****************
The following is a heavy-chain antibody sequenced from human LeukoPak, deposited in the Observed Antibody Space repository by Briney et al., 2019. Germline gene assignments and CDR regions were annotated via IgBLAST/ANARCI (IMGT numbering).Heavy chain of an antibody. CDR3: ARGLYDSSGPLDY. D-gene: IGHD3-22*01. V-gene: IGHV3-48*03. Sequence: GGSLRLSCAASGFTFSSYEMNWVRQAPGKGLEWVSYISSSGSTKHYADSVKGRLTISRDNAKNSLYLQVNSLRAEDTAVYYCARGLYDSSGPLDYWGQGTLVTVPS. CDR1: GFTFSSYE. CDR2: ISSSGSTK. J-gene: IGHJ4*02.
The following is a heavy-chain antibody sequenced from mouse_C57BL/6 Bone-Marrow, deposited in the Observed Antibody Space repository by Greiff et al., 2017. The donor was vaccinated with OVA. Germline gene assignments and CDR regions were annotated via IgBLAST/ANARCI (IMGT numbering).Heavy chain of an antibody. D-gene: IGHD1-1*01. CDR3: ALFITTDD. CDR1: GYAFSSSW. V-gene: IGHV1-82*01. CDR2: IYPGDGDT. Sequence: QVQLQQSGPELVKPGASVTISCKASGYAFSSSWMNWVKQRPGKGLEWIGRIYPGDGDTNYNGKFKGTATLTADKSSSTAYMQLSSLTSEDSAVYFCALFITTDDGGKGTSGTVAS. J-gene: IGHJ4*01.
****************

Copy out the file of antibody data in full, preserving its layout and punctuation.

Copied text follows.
The following is a heavy-chain antibody sequenced from human LeukoPak, deposited in the Observed Antibody Space repository by Briney et al., 2019. Germline gene assignments and CDR regions were annotated via IgBLAST/ANARCI (IMGT numbering).Heavy chain of an antibody. CDR3: ARGLYDSSGPLDY. D-gene: IGHD3-22*01. V-gene: IGHV3-48*03. Sequence: GGSLRLSCAASGFTFSSYEMNWVRQAPGKGLEWVSYISSSGSTKHYADSVKGRLTISRDNAKNSLYLQVNSLRAEDTAVYYCARGLYDSSGPLDYWGQGTLVTVPS. CDR1: GFTFSSYE. CDR2: ISSSGSTK. J-gene: IGHJ4*02.
The following is a heavy-chain antibody sequenced from mouse_C57BL/6 Bone-Marrow, deposited in the Observed Antibody Space repository by Greiff et al., 2017. The donor was vaccinated with OVA. Germline gene assignments and CDR regions were annotated via IgBLAST/ANARCI (IMGT numbering).Heavy chain of an antibody. D-gene: IGHD1-1*01. CDR3: ALFITTDD. CDR1: GYAFSSSW. V-gene: IGHV1-82*01. CDR2: IYPGDGDT. Sequence: QVQLQQSGPELVKPGASVTISCKASGYAFSSSWMNWVKQRPGKGLEWIGRIYPGDGDTNYNGKFKGTATLTADKSSSTAYMQLSSLTSEDSAVYFCALFITTDDGGKGTSGTVAS. J-gene: IGHJ4*01.